For millions of children around the world Santa comes every Christmas. But where does his magic come from? Christmas spirit, love, or maybe magic? One theory is that Santa took hallucinogenic or “magic” mushrooms.
The theory says the legend of Santa was derived from shamans in the Siberian and Arctic regions. The shamans visited villagers homes in late December, came down through the chimney and had a bag presents containing hallucinogenic mushrooms.
Rush told Live Science:
“Santa is a modern counterpart of a shaman, who consumed mind-altering plants and fungi to commune with the spirit world. As the story goes, up until a few hundred years ago these practicing shamans or priests connected to the older traditions would collect Amanita muscaria (the Holy Mushroom), dry them, and then give them as gifts on the winter solstice. Because snow is usually blocking doors, there was an opening in the roof through which people entered and exited, thus the chimney story.”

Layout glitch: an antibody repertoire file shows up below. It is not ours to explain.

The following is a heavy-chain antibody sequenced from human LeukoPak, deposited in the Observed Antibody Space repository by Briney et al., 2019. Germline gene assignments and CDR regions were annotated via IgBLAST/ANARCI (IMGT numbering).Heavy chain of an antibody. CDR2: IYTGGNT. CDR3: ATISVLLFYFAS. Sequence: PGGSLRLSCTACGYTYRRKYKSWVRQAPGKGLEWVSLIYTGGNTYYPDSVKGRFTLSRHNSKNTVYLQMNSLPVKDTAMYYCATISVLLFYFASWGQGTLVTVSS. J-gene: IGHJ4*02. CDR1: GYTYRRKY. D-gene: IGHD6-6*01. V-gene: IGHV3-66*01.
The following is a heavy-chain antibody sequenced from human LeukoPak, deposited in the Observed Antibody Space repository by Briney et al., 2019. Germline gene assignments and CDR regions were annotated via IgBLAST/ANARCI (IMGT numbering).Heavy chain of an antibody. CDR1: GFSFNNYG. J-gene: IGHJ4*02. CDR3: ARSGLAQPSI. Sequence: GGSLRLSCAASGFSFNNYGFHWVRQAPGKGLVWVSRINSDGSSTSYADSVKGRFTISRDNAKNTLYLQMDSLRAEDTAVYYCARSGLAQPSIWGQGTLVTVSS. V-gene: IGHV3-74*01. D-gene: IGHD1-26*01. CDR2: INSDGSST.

There are some historians and ethnomycologists, people who study the influence fungi has had on human societies, who think there is a symbolic relationship between the Holy Mushroom and Christmas traditions.
NBC News reports the late author James Arthur says the tradition of Christmas trees partially came from a fungi that grows under certain trees in the Northern Hemisphere commonly called the fly agaric. The fungi is deep red with white flakes. Biologist, Donal Pfister, believes Siberian tribesman who ingested fly agaric may have hallucinated into thinking that reindeer, which are common in Siberia, were flying. Carl Ruck, a professor at Boston University says:
“At first glance, one thinks it’s ridiculous, but it’s not. Whoever heard of reindeer flying? I think it’s becoming general knowledge that Santa is taking a ‘trip’ with his reindeer.”
Not all scientists and and professors agree there is a connection. Even Ruck said that although there is little debate that the Siberian and Arctic tribes ate hallucinogenic mushrooms, the connection to Christmas is more tenuous or ‘mysterious’.